Surprisingly, most of the people who participate in these races are just cyclists from all walks of life who just want to ride, push their limits and get a taste of adventure. They are not there to win, but to finish. Young and old, men and women, big and small, riding full carbon race bikes or faithful steel beasts. Some camp in bus shelters, others sleep in hotels. These races are really for everyone. We fit right in.
But why sign up for such a race? Why would anyone want to put themselves in a position where they are guaranteed to be uncomfortable for long periods of time? It’s as if we’re all willing to accept a little type 2 and sometimes even type 3 fun for the ultimate goal of experiencing something extraordinary. Sure, we can remember a great day of skiing in the powder filled with type 1 fun. But it’s even more likely that the memories we cherish the most come from times when we experienced something where, at that moment, we were truly miserable (if you don’t know the 3 types of fun yet, click here).
I was hoping to make it to Nice. But if I couldn’t, no worries. I could always ride to the nearest train station and spend a few days sipping Pastis on the beach while waiting for Alain to finish. I wasn’t riding to save time, I was riding to have a good time. I was riding for adventure. I was riding because I had a week alone with my husband for the first time since our son was born. I was with the love of my life doing what we love to do. Pain wasn’t going to stop me from living this moment.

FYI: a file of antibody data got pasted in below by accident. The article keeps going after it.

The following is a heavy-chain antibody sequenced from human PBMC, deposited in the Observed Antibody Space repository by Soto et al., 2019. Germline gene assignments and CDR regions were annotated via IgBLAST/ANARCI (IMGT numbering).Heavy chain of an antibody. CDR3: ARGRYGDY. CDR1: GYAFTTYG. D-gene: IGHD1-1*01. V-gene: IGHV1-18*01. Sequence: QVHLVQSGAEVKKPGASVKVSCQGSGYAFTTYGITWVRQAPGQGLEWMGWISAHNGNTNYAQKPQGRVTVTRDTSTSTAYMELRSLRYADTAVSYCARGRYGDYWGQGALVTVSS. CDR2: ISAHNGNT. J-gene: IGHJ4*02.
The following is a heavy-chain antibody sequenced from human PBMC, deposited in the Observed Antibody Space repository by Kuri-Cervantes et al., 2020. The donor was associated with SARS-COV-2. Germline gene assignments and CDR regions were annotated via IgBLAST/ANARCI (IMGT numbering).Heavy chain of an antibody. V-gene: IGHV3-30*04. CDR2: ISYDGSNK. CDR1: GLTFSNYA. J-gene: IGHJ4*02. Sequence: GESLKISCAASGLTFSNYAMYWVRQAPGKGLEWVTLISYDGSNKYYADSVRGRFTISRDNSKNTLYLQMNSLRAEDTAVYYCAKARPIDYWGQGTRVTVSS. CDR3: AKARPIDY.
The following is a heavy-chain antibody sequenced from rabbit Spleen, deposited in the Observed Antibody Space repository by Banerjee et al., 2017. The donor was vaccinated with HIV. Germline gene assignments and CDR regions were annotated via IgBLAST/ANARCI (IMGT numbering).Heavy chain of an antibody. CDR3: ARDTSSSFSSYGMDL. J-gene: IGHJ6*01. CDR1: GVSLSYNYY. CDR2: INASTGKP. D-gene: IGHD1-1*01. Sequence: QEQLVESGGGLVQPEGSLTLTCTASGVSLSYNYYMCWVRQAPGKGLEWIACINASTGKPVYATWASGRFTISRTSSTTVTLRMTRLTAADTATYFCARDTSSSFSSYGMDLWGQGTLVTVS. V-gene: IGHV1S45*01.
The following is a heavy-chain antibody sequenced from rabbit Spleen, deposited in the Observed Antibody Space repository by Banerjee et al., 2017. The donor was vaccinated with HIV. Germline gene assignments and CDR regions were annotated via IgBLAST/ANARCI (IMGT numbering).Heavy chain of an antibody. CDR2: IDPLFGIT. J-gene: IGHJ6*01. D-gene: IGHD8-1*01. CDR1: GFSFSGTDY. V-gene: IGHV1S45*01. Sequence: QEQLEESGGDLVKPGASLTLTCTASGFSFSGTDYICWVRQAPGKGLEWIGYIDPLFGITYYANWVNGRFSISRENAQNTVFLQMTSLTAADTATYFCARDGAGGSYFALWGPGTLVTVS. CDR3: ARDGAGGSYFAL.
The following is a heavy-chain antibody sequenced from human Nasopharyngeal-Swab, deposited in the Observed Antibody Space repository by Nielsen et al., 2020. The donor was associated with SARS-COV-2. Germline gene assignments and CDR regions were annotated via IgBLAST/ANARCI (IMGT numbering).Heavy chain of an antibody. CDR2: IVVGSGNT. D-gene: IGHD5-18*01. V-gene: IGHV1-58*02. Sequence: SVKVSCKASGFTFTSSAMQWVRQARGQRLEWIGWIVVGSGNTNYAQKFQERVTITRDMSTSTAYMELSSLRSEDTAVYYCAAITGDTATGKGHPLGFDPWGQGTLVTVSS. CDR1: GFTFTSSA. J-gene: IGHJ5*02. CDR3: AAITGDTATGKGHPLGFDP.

Alain and I were never alone on our high mountain pilgrimage to Nice. Of course, the first person to arrive in Nice was there before we reached our hotel on the descent of the Col d’Agnel on the third night. But that didn’t matter. The spirit of camaraderie among the participants in beautiful places, experiencing the same pleasures and pains with amazing people is an experience we will never forget.
During the rally, I certainly had moments where I doubted myself. I cried, I screamed, and I felt a lot of frustration and anger from the pain. But somehow I kept going, one pedal stroke at a time. Maybe I’m just a masochist…in love with pain. In any case, I accept discomfort, hardship, and the unexpected as a necessary component of any meaningful challenge in life.
But, I think the reason I do this kind of thing is even simpler. Maybe it’s the same for everyone. When I go beyond the limits of my comfort, my subconscious mind takes the reins to keep me alive. I don’t think about anything else but the present. My consciousness, which normally goes in all directions, is finally silent. I am focused on my breathing, on my body, on the basics that keep me alive. I am in meditation. It is the tranquility that I need in my head that I struggle to find. Sport offers me this peace.